I rarely agree with commentator Tony Blankley, but I concur with his assessment of the recent truce that the Pakistani government reached with pro-Taliban tribal groups on the country's northwestern frontier. In this column, Blankley writes:
Three weeks ago, Pakistan signed the terms of the Waziristan Accord .... It was, effectively, the terms of surrender by Pakistan to the Taliban and al Qaeda, which dominate North Waziristan.According to Blankley, intelligence sources assert that the agreement declares that the Pakistani military will "not operate in or monitor actions in the region" and allows Taliban supporters to "set up a Mujahideen council to administer the region ..."
The impact of the Waziristan accord is already being felt in Afghanistan. According to the Associated Press:
A U.S. military official said [Sept. 27] that American troops on Afghanistan's eastern border have seen a threefold increase in attacks since a recent truce between Pakistani troops and pro-Taliban tribesmen that was supposed to have stopped cross-border raids by the militants.In his column, Blankley notes that the Taliban insurgency could be strengthened because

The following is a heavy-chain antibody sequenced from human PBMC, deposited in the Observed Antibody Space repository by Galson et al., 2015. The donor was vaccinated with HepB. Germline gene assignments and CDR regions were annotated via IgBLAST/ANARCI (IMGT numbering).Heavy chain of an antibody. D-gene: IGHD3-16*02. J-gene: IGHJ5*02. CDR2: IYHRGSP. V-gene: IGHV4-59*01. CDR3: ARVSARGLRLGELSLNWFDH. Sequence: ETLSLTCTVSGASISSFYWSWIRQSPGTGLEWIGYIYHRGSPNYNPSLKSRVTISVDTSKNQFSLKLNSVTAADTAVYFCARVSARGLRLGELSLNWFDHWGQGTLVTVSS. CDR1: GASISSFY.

... according to intelligence sources, Pakistan is negotiating similar terms with agencies in the Khyber, Tank, Dera Ismail Kahn and Bajaur regions of western Pakistan.Not surprisingly, Blankley treats the Bush administration with kid gloves. He writes that "no later than the State of the Union Address, [President Bush] must explain how [the Pakistani truce] changes things and what he is going to do about it."
If those negotiations are realized, the Taliban and al Qaeda will essentially have their own country again. With Waziristan they already have an excellent base of operations against our forces in Afghanistan.
Blankley doesn't mention that last week Bush totally shrugged off the significance of Pakistan's Waziristan truce.
What is it that makes Bush feel confident about the wisdom of the truce? In Bush's own words:
When [President Musharraf] looks me in the eye and says, the tribal deal is intended to reject the Talibanization of the people, and that there won't be a Taliban and won't be al-Qaida, I believe him, you know?If Clinton happened to be president and offered a naive and ridiculous explanation like that, Blankley would have skewered him and called for his impeachment.